In our case, we need to translate the expression Entries.ForEach(e => e.IsSelected = newState) to a forEach method on a JS array – in Knockout syntax, it will be something like vm.Entries().forEach(e => e().IsSelected(newState)). Since DotVVM can already translate the inner lambda and the expression on which we call Entries, the only remaining bit is to provide the mapping of the List<T>.ForEach method to calling the forEach function.

In DotvvmStartup, we can add the following registration:

    typeof(List<>).GetMethod("ForEach"),   // method to translate
    new GenericMethodCompiler(             // args[0] is this, the others are the arguments passed to the method
        args => args[0].Member("forEach").Invoke(args[1])

The first argument is the method we are translating. Since we don’t know the concrete type in the list and the translation would work for all list types, we can use open generic definition.

The second argument is GenericMethodCompiler which tells DotVVM how to translate the method call. Basically, it needs a lambda which accepts an array of JsExpression objects (first item is this, the other items are the arguments passed to the function), and it should bind these objects together.

In our case, args[0] will contain the JsExpression representing the Entries part of the expression – the object on which we are calling the method. It is a List<T> in C#, and it will be represented as an array in JavaScript.

We need to call the forEach function on this JS array, so we’ll call .Member(“forEach”).Invoke(…). These methods are building an expression tree – the first one adds “.forEach”, the second one adds the parentheses and the arguments. The method has only one argument – the lambda which we should have in args[1] because it was the only argument passed to the C# ForEach method.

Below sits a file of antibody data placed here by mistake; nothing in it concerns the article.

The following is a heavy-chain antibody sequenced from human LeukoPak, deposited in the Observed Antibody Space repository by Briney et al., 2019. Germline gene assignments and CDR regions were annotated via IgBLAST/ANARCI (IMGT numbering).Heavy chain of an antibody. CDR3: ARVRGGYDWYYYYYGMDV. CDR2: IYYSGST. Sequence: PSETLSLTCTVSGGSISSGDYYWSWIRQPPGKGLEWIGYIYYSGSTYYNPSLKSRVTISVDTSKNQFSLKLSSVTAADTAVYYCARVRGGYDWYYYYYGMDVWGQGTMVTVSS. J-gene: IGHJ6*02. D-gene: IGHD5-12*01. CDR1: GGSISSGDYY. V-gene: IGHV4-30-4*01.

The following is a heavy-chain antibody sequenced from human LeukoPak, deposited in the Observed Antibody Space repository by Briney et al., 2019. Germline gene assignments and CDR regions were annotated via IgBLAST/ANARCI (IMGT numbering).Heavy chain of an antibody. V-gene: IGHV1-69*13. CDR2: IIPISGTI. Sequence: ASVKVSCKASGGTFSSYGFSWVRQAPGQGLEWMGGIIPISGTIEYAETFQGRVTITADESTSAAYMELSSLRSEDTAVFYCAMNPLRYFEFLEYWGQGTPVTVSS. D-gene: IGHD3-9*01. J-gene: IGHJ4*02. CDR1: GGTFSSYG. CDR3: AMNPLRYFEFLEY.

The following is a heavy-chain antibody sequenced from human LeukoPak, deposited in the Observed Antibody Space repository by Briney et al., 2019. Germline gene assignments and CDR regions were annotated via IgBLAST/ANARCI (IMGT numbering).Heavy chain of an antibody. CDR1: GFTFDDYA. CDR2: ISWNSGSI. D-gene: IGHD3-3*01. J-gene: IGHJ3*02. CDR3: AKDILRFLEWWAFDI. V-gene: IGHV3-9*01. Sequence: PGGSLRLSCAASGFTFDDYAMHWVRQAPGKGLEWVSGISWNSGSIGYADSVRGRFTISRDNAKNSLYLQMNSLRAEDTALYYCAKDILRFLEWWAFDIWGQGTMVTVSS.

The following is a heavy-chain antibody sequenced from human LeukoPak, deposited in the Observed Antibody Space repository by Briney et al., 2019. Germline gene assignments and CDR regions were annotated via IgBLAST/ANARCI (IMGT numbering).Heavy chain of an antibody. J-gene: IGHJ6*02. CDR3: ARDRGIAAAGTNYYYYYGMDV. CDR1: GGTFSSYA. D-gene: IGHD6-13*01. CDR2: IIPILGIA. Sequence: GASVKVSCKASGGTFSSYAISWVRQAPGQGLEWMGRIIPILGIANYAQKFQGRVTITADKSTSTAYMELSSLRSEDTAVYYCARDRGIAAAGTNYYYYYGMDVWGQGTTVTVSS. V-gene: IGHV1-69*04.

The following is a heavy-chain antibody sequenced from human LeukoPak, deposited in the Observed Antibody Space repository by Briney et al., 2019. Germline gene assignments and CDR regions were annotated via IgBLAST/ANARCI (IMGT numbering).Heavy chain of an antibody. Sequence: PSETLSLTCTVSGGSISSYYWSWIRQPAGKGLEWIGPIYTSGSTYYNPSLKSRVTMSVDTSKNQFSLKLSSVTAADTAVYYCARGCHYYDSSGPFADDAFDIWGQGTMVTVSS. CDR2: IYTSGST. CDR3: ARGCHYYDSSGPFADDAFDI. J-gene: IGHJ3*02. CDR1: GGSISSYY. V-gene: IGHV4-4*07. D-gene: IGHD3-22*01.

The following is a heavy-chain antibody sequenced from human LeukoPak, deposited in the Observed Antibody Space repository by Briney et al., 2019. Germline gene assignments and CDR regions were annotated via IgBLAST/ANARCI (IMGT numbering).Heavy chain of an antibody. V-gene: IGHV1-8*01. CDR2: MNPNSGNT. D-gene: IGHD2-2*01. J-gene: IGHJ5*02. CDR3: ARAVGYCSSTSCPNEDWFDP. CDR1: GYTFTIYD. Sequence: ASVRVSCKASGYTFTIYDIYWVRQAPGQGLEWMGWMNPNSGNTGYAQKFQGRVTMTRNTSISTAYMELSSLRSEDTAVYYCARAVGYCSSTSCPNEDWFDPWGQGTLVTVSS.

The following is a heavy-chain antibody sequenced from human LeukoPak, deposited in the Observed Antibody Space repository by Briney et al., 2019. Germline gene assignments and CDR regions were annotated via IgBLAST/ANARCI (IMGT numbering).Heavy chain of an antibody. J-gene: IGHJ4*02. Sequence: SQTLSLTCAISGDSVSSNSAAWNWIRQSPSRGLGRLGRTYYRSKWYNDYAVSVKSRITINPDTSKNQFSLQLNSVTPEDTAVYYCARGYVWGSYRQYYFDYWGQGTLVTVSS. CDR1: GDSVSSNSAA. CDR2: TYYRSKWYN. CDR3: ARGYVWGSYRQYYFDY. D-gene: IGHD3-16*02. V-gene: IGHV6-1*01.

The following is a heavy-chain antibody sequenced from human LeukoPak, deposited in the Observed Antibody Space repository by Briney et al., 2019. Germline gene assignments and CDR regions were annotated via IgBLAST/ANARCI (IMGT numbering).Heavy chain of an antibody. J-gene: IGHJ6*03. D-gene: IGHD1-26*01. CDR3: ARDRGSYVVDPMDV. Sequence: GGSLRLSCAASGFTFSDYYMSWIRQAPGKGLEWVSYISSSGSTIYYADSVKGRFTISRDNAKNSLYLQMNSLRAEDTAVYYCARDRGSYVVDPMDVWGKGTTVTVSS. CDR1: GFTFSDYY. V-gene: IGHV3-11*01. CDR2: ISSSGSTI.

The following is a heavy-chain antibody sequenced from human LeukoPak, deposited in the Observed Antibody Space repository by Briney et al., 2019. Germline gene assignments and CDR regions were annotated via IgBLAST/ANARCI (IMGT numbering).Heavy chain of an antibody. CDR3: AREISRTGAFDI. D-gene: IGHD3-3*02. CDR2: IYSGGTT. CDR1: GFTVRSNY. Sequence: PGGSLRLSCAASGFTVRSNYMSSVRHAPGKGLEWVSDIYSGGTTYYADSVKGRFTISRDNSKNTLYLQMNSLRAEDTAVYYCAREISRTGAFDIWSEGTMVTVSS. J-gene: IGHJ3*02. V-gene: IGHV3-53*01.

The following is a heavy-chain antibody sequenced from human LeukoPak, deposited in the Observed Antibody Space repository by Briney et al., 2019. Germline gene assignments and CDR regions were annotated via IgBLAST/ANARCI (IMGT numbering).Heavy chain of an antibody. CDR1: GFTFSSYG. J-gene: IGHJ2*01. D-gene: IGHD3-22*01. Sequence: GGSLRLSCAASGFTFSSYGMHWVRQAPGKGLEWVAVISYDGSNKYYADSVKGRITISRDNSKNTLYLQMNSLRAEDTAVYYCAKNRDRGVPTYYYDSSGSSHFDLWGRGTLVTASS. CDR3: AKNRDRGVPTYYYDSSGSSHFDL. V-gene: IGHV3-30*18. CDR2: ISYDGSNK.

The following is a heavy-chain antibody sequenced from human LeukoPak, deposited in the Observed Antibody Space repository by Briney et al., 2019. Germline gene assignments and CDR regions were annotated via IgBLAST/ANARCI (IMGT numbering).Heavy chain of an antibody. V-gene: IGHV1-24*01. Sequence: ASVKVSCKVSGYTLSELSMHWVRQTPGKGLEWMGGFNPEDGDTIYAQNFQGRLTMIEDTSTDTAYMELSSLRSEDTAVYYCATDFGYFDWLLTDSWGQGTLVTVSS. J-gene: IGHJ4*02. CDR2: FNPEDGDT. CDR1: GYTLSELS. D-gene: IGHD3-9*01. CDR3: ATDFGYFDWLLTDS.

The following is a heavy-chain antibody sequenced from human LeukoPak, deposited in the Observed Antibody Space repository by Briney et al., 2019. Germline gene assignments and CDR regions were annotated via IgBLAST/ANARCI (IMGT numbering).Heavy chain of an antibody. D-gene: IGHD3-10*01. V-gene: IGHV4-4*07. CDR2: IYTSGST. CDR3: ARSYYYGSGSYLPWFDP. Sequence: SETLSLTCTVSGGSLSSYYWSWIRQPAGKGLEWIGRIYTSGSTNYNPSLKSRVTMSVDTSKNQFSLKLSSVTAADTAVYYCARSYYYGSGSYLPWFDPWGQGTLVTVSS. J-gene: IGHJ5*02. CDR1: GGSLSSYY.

The last important thing is that we need to add ShouldBeObservableAnnotation. Annotations are a way to tell DotVVM what it can expect on various places in the expression tree. If we use this annotation, DotVVM will make sure that the arguments will be passed as Knockout observables (if possible), so the lambda could change them. If we don’t use the annotation, DotVVM would use dotvvm.state on the JS side (it is a snapshot of the viewmodel without the observables), so any change made to the objects would be lost.

If you try this yourself and look in the Dev Tools, you will see the emitted JavaScript:


You can see DotVVM added some extra things – there is a question mark in case the Entries would be null, it is also adding ko.unwrap(e) to the lambda parameter because it is not sure that the object in the variable is observable or not. Also, the lambda has an explicit return null because we didn’t provide any return value.


The JS translation engine is very powerful and can enhance the set of things that can be done on the client-side. It is not difficult to write a collection of C# methods (they even don’t need server-side implementation) and provide JS translations – this way you can call any browser API.

You can find more info about JS translations in the documentation.

Tomáš Herceg

I am the CEO of RIGANTI, a small software development company located in Prague, Czech Republic.

I am Microsoft Most Valuable Professional and the founder of DotVVM project.